Foundational Capital: #SOCAP16
[DISCLAIMER: this post is in no way associated w/ the VC firm Foundational Capital.]
My first SOCAP was illuminating to say the least, and not just because I was excited to see what the world of Impact [Investing] was all about, but also because I got to hear firsthand what young companies in countries with little to no venture capital do to get off the ground. What do they do? What they have to. It turns out a big piece of that equation is working with private foundations and government entities, and so perhaps appropriately, I was keenly interested when the World’s second largest Telco invited me to their startup pitch session. The Vodafone Foundation is the umbrella org for some 27 separate sub-foundations in each of the countries in which Vodafone operates. A piece of the logic for this structure may be for tax purposes, but the key motivator for this separate framework stems from the varying social priorities of a given nation (or perception thereof). As you might imagine, the issues, challenges, and even mobile solutions inherently viable in Hungary, may or may not be the same in Ghana, and so on. Nonetheless, the overarching theme amongst all the Foundations’ work is ‘Connecting for Good’, and Vodafone supports these efforts to answer a very fundamental question for our Time: How can connectivity drive positive change and improve people’s lives?
“What do they do? What they have to.”
Specifically, the Vodafone Americas Foundation organized the startup pitch session at SOCAP. Not completely sure why it’s named AmericaS however, it is actually referring to the single America (as in the United States); but nonetheless, given the SF Area in CA in the US is a harbor for many of the new mobile communication technologies and applications eventually deployed globally, perhaps implying the entire Western Hemisphere does make sense. At any rate, it was very obvious that the reach of the US-based Vodafone Foundation is definitely global. This held true most notably in the companies that pitched, all of which were from either Africa or Europe.
It was great to see these passionate entrepreneurs, many of which are fighting far harder circumstances in their local economies and governance structures than in the U.S. I couldn’t help but laugh at the thought of your typical 20-something, genius-grade, #SiliconValley founder making the rounds on Sand Hill, then trying to go into the slums of Lagos and set up a business. More than likely, he or she would BE the business in less than 5 minutes, but that is exactly what CEO Phil Michaels and his team did to introduce the Tembo product to Nigeria. Tembo is the Uber of education for developing nations, matching pre-K parents and educators with the mission of extending invaluable knowledge and practices for humans 0-6 yrs-old. The company has been recognized by the Clinton Global Initiative, Forbes list of top social entrepreneurs, and if Michaels’ tenacity is any indicator, they’re not going to stop until the first 6 years of the World’s population is better suited to learning (be it cognitive, motor function, language, or emotional).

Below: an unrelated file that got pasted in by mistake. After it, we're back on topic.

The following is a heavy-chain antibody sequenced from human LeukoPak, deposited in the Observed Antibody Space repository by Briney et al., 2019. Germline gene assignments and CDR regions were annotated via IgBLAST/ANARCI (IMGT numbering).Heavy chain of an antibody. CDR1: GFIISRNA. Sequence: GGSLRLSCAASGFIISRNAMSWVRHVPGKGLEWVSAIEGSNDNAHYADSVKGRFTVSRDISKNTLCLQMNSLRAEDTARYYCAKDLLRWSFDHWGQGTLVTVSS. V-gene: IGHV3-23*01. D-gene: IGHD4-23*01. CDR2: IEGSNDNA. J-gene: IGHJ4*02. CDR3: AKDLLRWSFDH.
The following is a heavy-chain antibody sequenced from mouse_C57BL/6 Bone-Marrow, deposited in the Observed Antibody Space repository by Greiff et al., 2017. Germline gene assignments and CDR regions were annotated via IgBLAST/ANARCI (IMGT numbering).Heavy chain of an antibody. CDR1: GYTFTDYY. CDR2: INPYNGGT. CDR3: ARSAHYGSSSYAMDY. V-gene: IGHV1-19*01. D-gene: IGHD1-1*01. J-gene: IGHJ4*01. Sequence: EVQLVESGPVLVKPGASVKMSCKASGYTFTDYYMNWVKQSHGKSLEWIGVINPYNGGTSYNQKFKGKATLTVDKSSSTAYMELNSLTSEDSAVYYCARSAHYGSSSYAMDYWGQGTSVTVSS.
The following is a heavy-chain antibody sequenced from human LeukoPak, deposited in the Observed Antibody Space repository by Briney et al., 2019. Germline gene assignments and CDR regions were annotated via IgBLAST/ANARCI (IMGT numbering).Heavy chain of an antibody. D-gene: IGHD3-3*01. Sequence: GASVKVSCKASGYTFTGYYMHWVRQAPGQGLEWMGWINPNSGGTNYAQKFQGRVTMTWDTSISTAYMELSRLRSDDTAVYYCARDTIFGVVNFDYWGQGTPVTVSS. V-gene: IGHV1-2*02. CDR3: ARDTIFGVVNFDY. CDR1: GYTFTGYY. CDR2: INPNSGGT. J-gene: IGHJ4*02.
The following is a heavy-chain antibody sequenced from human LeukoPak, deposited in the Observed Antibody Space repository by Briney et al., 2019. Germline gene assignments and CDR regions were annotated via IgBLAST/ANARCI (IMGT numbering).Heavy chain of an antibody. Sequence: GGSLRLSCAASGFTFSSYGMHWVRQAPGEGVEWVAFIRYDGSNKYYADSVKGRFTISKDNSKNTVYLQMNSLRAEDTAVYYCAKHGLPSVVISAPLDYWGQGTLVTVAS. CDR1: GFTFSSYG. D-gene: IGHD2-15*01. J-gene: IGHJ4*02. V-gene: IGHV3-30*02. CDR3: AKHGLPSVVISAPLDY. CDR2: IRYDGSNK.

Peach Health is another startup operating in Nigeria that pitched at the SOCAP session. Why so much attention on this one nation you might ask? Because Nigeria has the World’s fastest growing mobile phone market and it’s 4th fastest growing population. These guys hail out of Boston, specifically MIT and its Global Founders accelerator, which now resides inside the Martin Trust Center for MIT Entrepreneurship. What is Peach Health’s mission? Oh nothing major mind you, just in many instances single-handedly incentivizing Electronic Medical Records (EMR) to facilitate impoverished patients in sub-Saharan Africa receiving the medical attention they need, and as a 5 person startup no less! It is via very tangible, and yes incorporated, organizations like Tembo and Peach Health that the Vodafone Foundations’ efforts come to fruition and take on the contextual meaning they deserve. Words like: ‘improve lives, strengthen development sector, spark innovation, empower females’ reside in literally thousands of mission statements and company values. A proven and respected track record in actually delivering on such goals? Far more rare.